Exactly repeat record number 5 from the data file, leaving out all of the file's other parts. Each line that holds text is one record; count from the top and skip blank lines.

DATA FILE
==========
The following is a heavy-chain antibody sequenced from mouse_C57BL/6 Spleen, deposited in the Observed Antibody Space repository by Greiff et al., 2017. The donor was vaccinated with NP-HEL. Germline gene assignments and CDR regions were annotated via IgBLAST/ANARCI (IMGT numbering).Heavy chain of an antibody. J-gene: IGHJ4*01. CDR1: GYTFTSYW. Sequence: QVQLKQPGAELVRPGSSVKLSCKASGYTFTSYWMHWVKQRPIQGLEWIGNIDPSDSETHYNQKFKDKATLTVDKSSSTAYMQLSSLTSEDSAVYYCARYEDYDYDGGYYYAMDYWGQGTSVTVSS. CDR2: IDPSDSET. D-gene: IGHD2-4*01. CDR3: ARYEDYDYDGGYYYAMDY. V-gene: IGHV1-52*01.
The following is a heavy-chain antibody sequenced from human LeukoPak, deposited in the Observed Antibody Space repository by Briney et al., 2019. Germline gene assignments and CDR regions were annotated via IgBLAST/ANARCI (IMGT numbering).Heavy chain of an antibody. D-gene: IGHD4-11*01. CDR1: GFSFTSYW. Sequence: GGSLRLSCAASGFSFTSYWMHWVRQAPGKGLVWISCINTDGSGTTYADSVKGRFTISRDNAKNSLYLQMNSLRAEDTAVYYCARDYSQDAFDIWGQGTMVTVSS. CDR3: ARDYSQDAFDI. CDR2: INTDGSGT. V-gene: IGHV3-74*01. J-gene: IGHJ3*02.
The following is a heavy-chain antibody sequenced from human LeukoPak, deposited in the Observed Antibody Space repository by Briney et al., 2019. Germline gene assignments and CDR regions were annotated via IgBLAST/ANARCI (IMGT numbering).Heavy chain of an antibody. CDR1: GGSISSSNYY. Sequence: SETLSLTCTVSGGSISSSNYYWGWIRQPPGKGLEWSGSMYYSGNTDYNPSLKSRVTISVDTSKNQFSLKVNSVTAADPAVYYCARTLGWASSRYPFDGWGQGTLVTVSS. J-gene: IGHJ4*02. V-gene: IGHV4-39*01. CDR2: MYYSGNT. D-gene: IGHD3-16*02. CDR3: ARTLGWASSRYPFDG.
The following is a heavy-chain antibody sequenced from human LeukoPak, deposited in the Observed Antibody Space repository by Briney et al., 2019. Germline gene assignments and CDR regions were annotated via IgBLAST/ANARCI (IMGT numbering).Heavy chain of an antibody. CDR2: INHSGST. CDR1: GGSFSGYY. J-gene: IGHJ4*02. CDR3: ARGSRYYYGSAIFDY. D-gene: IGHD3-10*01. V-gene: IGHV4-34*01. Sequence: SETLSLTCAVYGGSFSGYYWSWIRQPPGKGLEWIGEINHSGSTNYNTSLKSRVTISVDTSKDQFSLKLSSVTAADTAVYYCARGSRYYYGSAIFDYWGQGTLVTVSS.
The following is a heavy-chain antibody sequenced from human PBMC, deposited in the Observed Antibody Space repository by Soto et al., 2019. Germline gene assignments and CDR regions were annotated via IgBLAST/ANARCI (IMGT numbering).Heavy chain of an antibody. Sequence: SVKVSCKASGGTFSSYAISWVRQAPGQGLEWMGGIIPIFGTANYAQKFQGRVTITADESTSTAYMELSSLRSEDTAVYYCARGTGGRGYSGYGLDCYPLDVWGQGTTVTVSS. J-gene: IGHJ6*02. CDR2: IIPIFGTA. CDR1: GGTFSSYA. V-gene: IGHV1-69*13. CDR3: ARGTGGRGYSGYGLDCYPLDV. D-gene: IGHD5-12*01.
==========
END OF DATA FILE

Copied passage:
The following is a heavy-chain antibody sequenced from human PBMC, deposited in the Observed Antibody Space repository by Soto et al., 2019. Germline gene assignments and CDR regions were annotated via IgBLAST/ANARCI (IMGT numbering).Heavy chain of an antibody. Sequence: SVKVSCKASGGTFSSYAISWVRQAPGQGLEWMGGIIPIFGTANYAQKFQGRVTITADESTSTAYMELSSLRSEDTAVYYCARGTGGRGYSGYGLDCYPLDVWGQGTTVTVSS. J-gene: IGHJ6*02. CDR2: IIPIFGTA. CDR1: GGTFSSYA. V-gene: IGHV1-69*13. CDR3: ARGTGGRGYSGYGLDCYPLDV. D-gene: IGHD5-12*01.